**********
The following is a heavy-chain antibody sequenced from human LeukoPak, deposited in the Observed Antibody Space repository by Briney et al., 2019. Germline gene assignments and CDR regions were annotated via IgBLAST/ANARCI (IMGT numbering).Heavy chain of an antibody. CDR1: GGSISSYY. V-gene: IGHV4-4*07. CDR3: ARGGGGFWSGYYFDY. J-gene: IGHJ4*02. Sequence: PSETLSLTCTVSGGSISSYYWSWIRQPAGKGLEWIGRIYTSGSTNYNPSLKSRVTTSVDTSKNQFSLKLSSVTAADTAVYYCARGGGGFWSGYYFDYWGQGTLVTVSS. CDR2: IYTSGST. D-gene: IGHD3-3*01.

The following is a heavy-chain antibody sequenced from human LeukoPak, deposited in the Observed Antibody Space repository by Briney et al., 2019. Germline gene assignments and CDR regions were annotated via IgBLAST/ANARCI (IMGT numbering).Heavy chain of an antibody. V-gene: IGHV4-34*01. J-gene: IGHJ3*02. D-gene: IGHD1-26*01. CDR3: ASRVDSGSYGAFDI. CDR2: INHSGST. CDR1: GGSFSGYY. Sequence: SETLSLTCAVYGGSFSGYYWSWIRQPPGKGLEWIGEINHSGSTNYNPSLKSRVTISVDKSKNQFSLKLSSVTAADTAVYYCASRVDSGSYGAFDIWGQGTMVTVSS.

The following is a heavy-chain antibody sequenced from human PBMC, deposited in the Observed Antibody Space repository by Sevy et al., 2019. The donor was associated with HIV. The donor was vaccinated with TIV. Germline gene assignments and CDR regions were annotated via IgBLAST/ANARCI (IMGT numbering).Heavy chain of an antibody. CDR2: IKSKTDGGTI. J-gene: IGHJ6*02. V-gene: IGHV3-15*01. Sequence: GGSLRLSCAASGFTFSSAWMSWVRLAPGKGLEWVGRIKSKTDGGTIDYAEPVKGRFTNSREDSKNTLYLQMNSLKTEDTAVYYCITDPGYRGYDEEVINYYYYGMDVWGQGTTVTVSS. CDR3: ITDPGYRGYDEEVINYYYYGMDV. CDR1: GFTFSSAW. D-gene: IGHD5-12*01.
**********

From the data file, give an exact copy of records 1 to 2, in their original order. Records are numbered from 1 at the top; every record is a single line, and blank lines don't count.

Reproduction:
The following is a heavy-chain antibody sequenced from human LeukoPak, deposited in the Observed Antibody Space repository by Briney et al., 2019. Germline gene assignments and CDR regions were annotated via IgBLAST/ANARCI (IMGT numbering).Heavy chain of an antibody. CDR1: GGSISSYY. V-gene: IGHV4-4*07. CDR3: ARGGGGFWSGYYFDY. J-gene: IGHJ4*02. Sequence: PSETLSLTCTVSGGSISSYYWSWIRQPAGKGLEWIGRIYTSGSTNYNPSLKSRVTTSVDTSKNQFSLKLSSVTAADTAVYYCARGGGGFWSGYYFDYWGQGTLVTVSS. CDR2: IYTSGST. D-gene: IGHD3-3*01.

The following is a heavy-chain antibody sequenced from human LeukoPak, deposited in the Observed Antibody Space repository by Briney et al., 2019. Germline gene assignments and CDR regions were annotated via IgBLAST/ANARCI (IMGT numbering).Heavy chain of an antibody. V-gene: IGHV4-34*01. J-gene: IGHJ3*02. D-gene: IGHD1-26*01. CDR3: ASRVDSGSYGAFDI. CDR2: INHSGST. CDR1: GGSFSGYY. Sequence: SETLSLTCAVYGGSFSGYYWSWIRQPPGKGLEWIGEINHSGSTNYNPSLKSRVTISVDKSKNQFSLKLSSVTAADTAVYYCASRVDSGSYGAFDIWGQGTMVTVSS.